BJP’s bid to polarise UP’s electorate reflects its desperation in run-up to polls kicking off on February 10

BJP’s emphasis on communal agenda and efforts to create communal polarisation are signs of its desperation after realising that people are not buying Yogi govt’s lies on development

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Prakash Karat

As the election campaign for the Uttar Pradesh assembly polls is in full swing with the first phase of elections be held on February 10 in western UP, it has become clear that the BJP is banking solely on the Hindutva communal plank for mobilising support.

Union Home Minister Amit Shah and UP CM Adityanath have set the tone for the BJP’s campaign, which is laced with communal dog whistles and anti-Muslim rhetoric. Adityanath began the campaign by declaring that it will be a fight between ‘80 per cent vs 20 per cent’. This being the rough ratio of Hindus to Muslims in the state’s population.

Later he sought to justify the statement by saying that the 20 per cent are those who are opposed to the Ram temple, the Kashi Vishwanath Dham and Mathura Vrindavan. For good measure, he added that they sympathise with mafias and terrorists.

This is the motif of Adityanath’s rabid communal campaign – Hindus on one side and people who oppose Hindu temples and are linked to terrorists and criminals on the other.

The Samajwadi Party is sought to be branded as Jinnah lovers and backing mafias and terrorists. To make the messaging more explicit, Adityanath tweeted, “They are devotees of Jinnah, we are worshippers of Sardar Patel”.

Amit Shah is not far behind in communal signalling. After the election announcement, Amit Shah held his first meeting in Kairana where, before the 2017 assembly elections, the BJP had alleged that there was an exodus of Hindus who were forced to migrate due to the threats during the time of the Samajwadi Party government. He assured the people that they could stay securely because of BJP rule.

In another meeting at Deoband, he defended those who had instigated violence against Muslims during the Muzaffarnagar riots in 2013. He stated that the victims were made the accused and the accused the victims. He alleged that false cases were filed against BJP leaders and lauded their struggle to get justice.

Amit Shah also harped on the theme of criminals having had a free run during the time of the Akhilesh Yadav government, implying that these criminals got protection because they belonged to the minority community.

Since the first three phases of the elections are in western Uttar Pradesh, the BJP has raked up the issue of building a temple in Mathura, where the Eidgah stands. UP deputy chief minister, Keshav Prasad Maurya, himself raised this demand. So, Ayodhya, Kashi and Mathura will find prominence in the entire election campaign.


This emphasis on the communal agenda and the efforts to create a communal polarisation are actually signs of BJP’s desperation having realised that the ground realities have changed. The historic farmers’ movement has healed to a large extent the Jat-Muslim divide which was created after the Muzaffarnagar riots of September 2013. The anger of the farmers, especially after the Lakhimpur Kheri atrocity, in which four farmers were killed, has been on display in several villages where BJP candidates were given a hostile reception and stopped from entering these areas.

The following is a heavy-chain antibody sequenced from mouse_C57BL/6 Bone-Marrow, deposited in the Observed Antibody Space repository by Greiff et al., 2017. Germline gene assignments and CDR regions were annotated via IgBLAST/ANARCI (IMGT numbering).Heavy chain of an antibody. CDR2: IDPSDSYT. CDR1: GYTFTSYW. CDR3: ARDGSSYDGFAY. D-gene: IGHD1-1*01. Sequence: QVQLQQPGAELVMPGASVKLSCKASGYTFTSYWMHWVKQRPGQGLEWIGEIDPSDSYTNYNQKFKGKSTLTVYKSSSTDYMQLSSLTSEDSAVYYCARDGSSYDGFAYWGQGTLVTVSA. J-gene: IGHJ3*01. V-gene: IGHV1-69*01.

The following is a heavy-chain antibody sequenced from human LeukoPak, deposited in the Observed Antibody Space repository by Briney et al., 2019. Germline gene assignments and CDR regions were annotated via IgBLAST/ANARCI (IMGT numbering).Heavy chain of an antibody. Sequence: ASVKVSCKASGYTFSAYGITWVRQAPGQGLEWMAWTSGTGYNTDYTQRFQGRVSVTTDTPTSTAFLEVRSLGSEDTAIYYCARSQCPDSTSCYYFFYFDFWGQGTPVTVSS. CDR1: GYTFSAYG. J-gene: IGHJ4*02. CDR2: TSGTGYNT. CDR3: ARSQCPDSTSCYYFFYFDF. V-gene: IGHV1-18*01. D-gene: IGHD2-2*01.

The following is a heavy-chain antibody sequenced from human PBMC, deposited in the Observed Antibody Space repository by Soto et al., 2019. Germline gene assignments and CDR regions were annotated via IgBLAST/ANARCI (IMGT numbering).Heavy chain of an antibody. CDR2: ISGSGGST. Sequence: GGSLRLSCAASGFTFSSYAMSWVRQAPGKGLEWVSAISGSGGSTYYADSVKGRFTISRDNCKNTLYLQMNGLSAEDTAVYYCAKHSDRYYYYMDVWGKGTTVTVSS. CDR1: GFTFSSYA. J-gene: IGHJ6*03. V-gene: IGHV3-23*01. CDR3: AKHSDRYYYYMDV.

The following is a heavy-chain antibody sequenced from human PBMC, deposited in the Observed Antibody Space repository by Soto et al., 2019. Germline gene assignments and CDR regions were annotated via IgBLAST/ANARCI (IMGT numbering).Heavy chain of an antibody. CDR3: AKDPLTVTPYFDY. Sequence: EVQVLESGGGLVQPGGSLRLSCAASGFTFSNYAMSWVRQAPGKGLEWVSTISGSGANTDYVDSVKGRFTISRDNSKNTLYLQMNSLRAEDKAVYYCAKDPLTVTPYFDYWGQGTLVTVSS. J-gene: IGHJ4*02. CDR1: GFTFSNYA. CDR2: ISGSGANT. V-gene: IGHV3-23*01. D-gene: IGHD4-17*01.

Harping on anti-Muslim issues and raking up old grievances are an obvious ploy to revive the communal divide.

The desertion of several OBC ministers and MLAs from the BJP and their joining the Samajwadi Party underlined the shrinking scope for the BJP to rally the non-Yadav backward castes, as it had done in the 2017 assembly polls.

The grandiose claims of ‘vikas’ under the Adityanath regime; the manipulated figures being produced to show growth in employment; and slanted crime statistics to establish that women are living in peace and security have all failed to move the people.

The Centre for Monitoring Indian Economy (CMIE) data shows that the employment rate in Uttar Pradesh has fallen from 38.5 per cent in December 2016 to 32.8 per cent in December 2021. All the tall claims of having created lakhs of jobs were shattered by the visuals of thousands of young men taking to the streets to protest against the railway recruitment exams and the brutal police assaults on them in their lodgings.

In such a situation, it is safer to rant against Jinnah and brand all those who oppose BJP as followers of Jinnah.

UP saw the dismal sight of bodies floating down the Ganga during the second wave of the Covid. Hundreds more were buried in the sands of the river bank. Despite the bizarre claims of having improved and expanded the public health system, the fact is that according to the NITI Aayog’s Health Index, UP is listed at the bottom in the provision of health care among the larger states.

As per the NITI Aayog’s Multi-Dimensional Poverty Index, UP ranks third from the bottom with 38 per cent of the population being poor.

It is with such an abysmal record that the Modi-Shah-Adityanath trio is having to tread the path of glorifying their contributions to the Hindu cause with the grand temple at Ayodhya, the Kashi Vishwanath corridor and the future temple at Mathura. The subtext of this message is that all these have been achieved by putting the Muslims in their place.

For the BJP, in Amit Shah’s words, this is not just a state assembly election but something which will decide the future of Bharat. The stakes are high as the future of Hindutva is itself involved. That explains the desperation of the BJP leadership.

(IPA Service)

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